# Has [i]any[/i] country gone fully metric?

In the colum on the metric system http://www.straightdope.com/classics/a4_013.html Cecil explores the reasons why we (the US) has failed to adopt the SI system (for the sake of this post I am treating metric and SI as being one and the same).

The basic units in the SI system are:
[ul]

• length–meter
• mass–kilogram
• time–second
• electric current–ampere
• thermodynamic temperature–kelvin
• amount of substance–mole
• luminous intensity–candela
[/ul]
Has any country fully adopted all of these units? Sure the United States as a whole never caught on to the distance or mass measurements. Since these follow a decimal system using them certainly makes life easier. But does anyone follow a decimal time standard? How many of you can rattle off your age in seconds? For a back-of-the-envelope I get mine as roughly 1 Gs.

If my memory serves me correctly, at one time the French tried to put a decimal time standard in place but it flopped. If the inventors of SI couldn’t pull it off could anybody?

I don’t know of any country where Kelvin is used in day-to-day life for temperature, or Joules are used instead of calories for food packaging (though I’ve seen food where the energy content was listed in both, calories and Joules). My impression is that since °C only differs from K by the offset of the difference between the freezing point of water and absolute zero, that °C is in practice considered part of the the SI unit system. As far as Ks or Ms being used in place of hours, mintes, days, I don’t think I’ll see that happen in my lifetime.

For information on the French decimal calendar, as is usual in these cases, you need look no farther than the Straight Dope, fount of all (or at least most) knowledge.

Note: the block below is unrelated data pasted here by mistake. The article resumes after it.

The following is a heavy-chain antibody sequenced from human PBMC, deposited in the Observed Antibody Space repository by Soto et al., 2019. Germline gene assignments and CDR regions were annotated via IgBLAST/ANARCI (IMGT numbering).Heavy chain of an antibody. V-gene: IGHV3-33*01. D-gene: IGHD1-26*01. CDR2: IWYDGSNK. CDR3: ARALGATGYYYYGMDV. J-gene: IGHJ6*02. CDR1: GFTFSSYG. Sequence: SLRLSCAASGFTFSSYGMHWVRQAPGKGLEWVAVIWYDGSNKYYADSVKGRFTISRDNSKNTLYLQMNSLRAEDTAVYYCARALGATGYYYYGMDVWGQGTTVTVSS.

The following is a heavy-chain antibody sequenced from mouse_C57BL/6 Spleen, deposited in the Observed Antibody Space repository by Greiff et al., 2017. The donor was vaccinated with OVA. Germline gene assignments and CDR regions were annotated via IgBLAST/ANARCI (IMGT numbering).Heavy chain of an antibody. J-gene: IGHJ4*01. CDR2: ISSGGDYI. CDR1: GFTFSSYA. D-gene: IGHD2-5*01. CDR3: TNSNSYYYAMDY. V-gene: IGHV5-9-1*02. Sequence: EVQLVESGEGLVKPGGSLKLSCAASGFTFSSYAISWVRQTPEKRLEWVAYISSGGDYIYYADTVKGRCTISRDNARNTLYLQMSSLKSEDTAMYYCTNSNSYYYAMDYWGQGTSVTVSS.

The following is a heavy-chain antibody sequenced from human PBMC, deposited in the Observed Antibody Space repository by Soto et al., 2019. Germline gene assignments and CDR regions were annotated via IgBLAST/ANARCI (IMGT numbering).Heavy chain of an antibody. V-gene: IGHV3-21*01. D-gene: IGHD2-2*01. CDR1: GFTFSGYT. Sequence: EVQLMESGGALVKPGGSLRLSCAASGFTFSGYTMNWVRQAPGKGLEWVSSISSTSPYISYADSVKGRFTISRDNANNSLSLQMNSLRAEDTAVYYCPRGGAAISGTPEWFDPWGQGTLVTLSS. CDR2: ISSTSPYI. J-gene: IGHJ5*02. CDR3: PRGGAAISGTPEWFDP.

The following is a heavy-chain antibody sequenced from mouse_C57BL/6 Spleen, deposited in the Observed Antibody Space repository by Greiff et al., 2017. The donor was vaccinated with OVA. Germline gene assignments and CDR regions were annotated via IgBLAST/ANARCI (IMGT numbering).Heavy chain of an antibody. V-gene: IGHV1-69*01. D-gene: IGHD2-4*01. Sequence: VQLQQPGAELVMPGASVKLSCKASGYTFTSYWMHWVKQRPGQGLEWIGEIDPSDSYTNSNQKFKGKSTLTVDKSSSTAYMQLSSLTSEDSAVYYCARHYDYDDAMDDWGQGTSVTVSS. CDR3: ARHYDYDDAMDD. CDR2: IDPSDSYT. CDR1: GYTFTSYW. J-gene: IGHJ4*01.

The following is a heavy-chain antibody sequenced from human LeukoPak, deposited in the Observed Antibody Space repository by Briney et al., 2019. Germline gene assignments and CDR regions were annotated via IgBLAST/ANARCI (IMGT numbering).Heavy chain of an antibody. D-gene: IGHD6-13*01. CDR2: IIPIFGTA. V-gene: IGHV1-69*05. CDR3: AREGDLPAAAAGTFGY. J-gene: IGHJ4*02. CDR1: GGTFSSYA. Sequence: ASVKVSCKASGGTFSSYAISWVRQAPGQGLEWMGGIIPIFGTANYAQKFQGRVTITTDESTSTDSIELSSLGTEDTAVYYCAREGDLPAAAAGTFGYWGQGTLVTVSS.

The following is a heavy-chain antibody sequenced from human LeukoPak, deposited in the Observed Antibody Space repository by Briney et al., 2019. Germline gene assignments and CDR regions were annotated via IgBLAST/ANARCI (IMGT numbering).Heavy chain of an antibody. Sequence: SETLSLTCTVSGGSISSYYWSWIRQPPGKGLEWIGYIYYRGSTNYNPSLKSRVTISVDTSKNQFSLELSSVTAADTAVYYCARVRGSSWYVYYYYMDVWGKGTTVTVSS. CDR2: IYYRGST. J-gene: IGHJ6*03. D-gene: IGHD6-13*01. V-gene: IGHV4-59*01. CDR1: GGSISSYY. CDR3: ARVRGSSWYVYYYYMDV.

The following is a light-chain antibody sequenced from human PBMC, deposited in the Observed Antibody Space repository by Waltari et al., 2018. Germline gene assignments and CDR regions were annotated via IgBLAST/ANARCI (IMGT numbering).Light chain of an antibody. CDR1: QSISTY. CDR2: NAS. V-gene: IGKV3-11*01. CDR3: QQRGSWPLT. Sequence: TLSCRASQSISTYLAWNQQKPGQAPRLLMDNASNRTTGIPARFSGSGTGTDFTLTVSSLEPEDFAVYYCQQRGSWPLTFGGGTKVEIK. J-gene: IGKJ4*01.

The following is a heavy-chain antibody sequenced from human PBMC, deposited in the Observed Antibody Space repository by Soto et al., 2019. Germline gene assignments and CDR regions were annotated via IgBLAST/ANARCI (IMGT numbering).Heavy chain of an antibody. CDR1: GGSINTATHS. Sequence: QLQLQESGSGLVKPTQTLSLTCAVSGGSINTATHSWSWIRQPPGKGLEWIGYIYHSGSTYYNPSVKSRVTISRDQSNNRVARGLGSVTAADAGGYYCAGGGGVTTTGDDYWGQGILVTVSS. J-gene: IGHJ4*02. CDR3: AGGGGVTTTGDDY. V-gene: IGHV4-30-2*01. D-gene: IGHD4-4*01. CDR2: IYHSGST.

Who decided the day should be divided into 24 hours? (The column (including Slug Signorino’s illustration) can also be found on pages 125-126 of Cecil Adams’ book «The Straight Dope».)

Also, there’s the important point that the SI units are not synonymous with metric. All SI is metric, but not vice-versa. There’s also the CGS system, for starters, where the standard length measurement is the centimeter, the standard mass is the gram, and the standard unit of electric charge is the ESU, which isn’t even directly consistent with the SI coulomb. Other units such as the parsec, the Angstrom, the barn, and the calorie are typically treated as metric units, even though they don’t really fit into either the MKS (SI) or CGS systems.

If I understand correctly, commercial aviation still specifies airplane altitudes in feet, so the answer for any country with international service is “no”.

(Any one else notice that, after registering nearly two years ago, this is only crc’s third post. And I thought I didn’t post very much…)